The Museum of Anthropology - in cooperation with the Presentation House Gallery and UBC's Belkin Gallery - has opened a non-profit satellite gallery at 560 Seymour Street (above the new 560 club and old A&B Sound). Although not exclusively First Nations in its focus, a substantial amount of funding is coming from the Michael O'Brian Family Foundation which is affiliated with the Museum of Anthropology.

This is an exciting venue because there are few galleries that present First Nations art in non-commercial settings. The Native art market works differently from the conventional art market in that the majority of pieces are purchased outright from the creator. Conventional art galleries have many shows a year and rarely purchase any works as merchandise. The consignment agreements that most art galleries operate under allow them to take more risks and have more shows because they only need to spend money on advertising, rent, and promotion. When a gallery must buy every piece that they present, owners must be sure that they can sell them, and this results in a relatively cautious art market.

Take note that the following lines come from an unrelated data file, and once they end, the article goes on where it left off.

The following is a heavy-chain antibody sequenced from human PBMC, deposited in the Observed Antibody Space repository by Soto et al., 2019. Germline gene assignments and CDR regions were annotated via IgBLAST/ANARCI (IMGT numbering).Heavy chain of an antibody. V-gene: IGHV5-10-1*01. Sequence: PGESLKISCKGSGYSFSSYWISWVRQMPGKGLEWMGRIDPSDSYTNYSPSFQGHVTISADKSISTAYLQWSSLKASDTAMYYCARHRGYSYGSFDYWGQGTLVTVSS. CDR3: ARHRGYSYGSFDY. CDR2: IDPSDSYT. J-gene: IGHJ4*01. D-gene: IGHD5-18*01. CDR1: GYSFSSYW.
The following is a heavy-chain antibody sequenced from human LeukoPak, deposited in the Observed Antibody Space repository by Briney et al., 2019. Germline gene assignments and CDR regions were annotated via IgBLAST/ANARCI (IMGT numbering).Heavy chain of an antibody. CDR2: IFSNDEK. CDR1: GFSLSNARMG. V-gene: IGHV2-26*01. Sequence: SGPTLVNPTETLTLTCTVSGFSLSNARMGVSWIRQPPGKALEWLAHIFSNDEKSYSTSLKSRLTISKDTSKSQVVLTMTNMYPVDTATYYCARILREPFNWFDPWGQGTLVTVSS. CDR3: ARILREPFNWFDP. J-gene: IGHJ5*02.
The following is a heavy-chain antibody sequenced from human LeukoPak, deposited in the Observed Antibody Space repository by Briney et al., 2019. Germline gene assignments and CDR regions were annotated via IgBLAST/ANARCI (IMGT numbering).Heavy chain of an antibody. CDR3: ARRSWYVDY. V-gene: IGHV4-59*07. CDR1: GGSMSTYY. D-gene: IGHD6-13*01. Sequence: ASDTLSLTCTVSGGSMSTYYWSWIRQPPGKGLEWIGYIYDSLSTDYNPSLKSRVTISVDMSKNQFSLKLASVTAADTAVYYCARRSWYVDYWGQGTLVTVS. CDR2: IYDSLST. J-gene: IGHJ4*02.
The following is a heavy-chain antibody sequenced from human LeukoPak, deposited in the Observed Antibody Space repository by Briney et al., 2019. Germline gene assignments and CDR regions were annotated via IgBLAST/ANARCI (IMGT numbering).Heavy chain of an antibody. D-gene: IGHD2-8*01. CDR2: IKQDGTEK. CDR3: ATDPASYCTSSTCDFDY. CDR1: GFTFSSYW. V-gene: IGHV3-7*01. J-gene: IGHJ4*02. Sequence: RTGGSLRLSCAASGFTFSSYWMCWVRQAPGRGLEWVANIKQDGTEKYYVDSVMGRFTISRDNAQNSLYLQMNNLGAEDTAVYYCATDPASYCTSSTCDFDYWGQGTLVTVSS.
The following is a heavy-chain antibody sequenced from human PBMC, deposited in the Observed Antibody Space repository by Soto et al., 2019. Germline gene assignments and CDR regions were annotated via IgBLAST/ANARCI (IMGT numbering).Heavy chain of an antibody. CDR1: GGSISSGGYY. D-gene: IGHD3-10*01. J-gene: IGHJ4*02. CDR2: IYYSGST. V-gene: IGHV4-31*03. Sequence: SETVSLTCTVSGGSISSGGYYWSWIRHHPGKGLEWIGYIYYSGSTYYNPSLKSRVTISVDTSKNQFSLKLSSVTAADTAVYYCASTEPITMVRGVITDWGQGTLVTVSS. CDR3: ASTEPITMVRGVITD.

Victoria-based Tahltan artist Peter Morin (pictured) will be presenting his Petroglyphs performance on opening night, which is October 23rd.

Wednesday, October 13, 2010

Deep-fried Sushi at the Clubhouse

Across from the Cop Shop along West 2nd Avenue, just past the Cambie Bridge, lies a Japanese restaurant as eclectic and hidden as most of the businesses in this manufacturing district of Vancouver. I have been going to the Clubhouse for about eight years and have always found the quality of their food and their beer specials to counterbalance the cavernous and gaudy interior of the restaurant. I must note, however, that the owners made a big effort to tone things down and unify the decorative themes of the restaurant in preparation for the 2010 Winter Olympics. While it is still cavernous and odd, the large painted mural of a fairway that covers the east wall and the tastefully framed photos of famous golf courses that hang throughout are a testament to the name of the establishment.

The menu is large, which is usually a warning sign, but it is not ambitious. For example, their sushi and nigiri section takes up one entire page, and another page is dedicated to noodles and okonomiyaki. While the selection is broad, the items offered are essentially Japanese standards. Although, there are a few unconventional delights up for grabs.